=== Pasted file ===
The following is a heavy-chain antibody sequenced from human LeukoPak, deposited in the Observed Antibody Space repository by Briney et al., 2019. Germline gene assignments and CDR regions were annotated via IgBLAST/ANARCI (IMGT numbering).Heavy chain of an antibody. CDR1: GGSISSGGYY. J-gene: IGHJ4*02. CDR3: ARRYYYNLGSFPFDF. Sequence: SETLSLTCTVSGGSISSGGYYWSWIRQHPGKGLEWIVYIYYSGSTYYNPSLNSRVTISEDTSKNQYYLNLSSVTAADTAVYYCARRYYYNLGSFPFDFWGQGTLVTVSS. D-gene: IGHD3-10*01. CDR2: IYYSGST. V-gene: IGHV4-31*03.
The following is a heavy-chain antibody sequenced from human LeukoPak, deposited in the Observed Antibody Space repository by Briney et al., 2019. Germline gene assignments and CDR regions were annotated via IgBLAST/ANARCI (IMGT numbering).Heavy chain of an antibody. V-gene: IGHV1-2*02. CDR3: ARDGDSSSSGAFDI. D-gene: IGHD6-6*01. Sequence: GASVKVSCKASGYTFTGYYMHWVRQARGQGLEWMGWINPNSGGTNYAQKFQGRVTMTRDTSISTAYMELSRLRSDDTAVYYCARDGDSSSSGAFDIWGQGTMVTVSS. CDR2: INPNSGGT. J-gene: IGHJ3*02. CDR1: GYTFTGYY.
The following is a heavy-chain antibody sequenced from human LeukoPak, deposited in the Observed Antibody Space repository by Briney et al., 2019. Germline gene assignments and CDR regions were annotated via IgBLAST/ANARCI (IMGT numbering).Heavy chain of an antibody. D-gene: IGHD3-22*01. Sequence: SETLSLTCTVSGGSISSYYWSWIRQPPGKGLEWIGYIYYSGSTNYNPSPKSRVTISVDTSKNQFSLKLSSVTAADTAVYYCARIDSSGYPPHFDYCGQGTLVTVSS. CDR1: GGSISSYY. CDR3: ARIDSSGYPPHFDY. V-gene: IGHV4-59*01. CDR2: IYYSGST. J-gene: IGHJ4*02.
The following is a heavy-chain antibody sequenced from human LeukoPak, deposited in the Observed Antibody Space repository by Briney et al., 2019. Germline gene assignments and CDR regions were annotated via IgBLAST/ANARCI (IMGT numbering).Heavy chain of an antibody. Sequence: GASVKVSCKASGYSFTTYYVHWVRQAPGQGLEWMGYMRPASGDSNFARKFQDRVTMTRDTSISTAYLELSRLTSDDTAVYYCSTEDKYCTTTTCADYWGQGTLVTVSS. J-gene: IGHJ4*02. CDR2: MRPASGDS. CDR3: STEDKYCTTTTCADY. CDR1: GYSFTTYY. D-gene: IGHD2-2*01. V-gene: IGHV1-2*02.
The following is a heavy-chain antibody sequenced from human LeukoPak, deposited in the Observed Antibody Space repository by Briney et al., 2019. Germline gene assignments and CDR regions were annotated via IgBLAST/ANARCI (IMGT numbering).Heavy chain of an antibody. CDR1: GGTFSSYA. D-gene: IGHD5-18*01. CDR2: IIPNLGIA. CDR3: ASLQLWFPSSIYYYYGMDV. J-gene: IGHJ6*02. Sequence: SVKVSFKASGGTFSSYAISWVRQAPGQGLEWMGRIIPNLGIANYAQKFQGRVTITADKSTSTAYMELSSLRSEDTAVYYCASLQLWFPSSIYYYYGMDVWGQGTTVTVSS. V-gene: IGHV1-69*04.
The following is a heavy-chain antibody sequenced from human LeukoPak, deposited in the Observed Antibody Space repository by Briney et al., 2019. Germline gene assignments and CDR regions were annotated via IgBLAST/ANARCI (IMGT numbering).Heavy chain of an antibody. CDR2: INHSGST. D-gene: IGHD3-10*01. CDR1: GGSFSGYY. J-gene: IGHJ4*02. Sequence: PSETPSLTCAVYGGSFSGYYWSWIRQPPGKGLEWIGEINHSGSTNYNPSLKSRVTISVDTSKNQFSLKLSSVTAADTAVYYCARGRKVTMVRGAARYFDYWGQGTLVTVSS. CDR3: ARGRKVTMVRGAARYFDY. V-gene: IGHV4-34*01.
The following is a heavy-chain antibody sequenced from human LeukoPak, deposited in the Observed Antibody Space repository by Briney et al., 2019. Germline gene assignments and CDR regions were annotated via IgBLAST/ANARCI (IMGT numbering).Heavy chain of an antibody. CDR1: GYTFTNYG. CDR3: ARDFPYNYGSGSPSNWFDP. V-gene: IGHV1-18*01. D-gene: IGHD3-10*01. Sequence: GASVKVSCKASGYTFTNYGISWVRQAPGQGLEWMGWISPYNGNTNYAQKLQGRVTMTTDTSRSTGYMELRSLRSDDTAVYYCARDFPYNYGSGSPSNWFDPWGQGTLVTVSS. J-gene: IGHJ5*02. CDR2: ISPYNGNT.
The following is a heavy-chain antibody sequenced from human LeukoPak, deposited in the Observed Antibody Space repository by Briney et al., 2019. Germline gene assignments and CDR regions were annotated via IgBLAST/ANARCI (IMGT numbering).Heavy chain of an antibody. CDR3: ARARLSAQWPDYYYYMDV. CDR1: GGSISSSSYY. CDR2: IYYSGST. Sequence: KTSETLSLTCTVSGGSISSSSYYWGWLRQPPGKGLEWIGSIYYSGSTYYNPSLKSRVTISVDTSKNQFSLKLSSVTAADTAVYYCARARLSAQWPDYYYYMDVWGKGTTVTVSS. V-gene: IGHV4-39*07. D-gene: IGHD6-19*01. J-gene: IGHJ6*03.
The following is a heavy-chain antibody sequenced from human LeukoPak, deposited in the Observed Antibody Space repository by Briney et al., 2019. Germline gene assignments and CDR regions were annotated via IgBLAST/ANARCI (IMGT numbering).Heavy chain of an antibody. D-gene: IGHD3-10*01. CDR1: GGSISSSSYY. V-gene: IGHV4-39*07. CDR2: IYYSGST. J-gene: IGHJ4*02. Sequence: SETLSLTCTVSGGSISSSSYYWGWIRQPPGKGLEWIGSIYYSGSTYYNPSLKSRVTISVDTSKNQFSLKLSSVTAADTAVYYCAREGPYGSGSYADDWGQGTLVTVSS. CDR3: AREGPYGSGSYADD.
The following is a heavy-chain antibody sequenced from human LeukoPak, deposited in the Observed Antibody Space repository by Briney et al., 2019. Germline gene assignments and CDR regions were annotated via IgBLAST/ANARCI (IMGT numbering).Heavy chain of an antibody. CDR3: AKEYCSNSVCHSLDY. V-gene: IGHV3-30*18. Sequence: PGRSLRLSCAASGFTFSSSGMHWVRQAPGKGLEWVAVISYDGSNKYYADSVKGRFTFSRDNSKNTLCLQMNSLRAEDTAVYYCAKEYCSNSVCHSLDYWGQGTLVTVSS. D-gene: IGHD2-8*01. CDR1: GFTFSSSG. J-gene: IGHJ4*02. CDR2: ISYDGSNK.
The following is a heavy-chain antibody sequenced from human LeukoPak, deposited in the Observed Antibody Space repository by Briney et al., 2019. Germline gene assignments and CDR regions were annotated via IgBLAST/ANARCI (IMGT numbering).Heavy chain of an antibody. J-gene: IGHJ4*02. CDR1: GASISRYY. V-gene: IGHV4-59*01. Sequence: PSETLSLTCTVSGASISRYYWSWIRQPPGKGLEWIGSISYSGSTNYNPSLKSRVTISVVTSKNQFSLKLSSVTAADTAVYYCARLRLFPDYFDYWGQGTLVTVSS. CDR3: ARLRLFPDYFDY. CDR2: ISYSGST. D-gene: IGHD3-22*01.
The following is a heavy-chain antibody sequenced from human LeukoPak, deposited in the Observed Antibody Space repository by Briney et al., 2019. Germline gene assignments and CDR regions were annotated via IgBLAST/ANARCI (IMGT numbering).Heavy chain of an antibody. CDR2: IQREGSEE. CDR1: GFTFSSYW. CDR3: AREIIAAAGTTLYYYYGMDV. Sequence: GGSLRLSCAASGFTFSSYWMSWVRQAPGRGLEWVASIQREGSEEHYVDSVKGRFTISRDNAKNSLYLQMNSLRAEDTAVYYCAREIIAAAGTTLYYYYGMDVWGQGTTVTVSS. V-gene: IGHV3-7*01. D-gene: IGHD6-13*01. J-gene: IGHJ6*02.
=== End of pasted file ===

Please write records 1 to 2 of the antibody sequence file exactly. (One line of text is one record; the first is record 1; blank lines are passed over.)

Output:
The following is a heavy-chain antibody sequenced from human LeukoPak, deposited in the Observed Antibody Space repository by Briney et al., 2019. Germline gene assignments and CDR regions were annotated via IgBLAST/ANARCI (IMGT numbering).Heavy chain of an antibody. CDR1: GGSISSGGYY. J-gene: IGHJ4*02. CDR3: ARRYYYNLGSFPFDF. Sequence: SETLSLTCTVSGGSISSGGYYWSWIRQHPGKGLEWIVYIYYSGSTYYNPSLNSRVTISEDTSKNQYYLNLSSVTAADTAVYYCARRYYYNLGSFPFDFWGQGTLVTVSS. D-gene: IGHD3-10*01. CDR2: IYYSGST. V-gene: IGHV4-31*03.
The following is a heavy-chain antibody sequenced from human LeukoPak, deposited in the Observed Antibody Space repository by Briney et al., 2019. Germline gene assignments and CDR regions were annotated via IgBLAST/ANARCI (IMGT numbering).Heavy chain of an antibody. V-gene: IGHV1-2*02. CDR3: ARDGDSSSSGAFDI. D-gene: IGHD6-6*01. Sequence: GASVKVSCKASGYTFTGYYMHWVRQARGQGLEWMGWINPNSGGTNYAQKFQGRVTMTRDTSISTAYMELSRLRSDDTAVYYCARDGDSSSSGAFDIWGQGTMVTVSS. CDR2: INPNSGGT. J-gene: IGHJ3*02. CDR1: GYTFTGYY.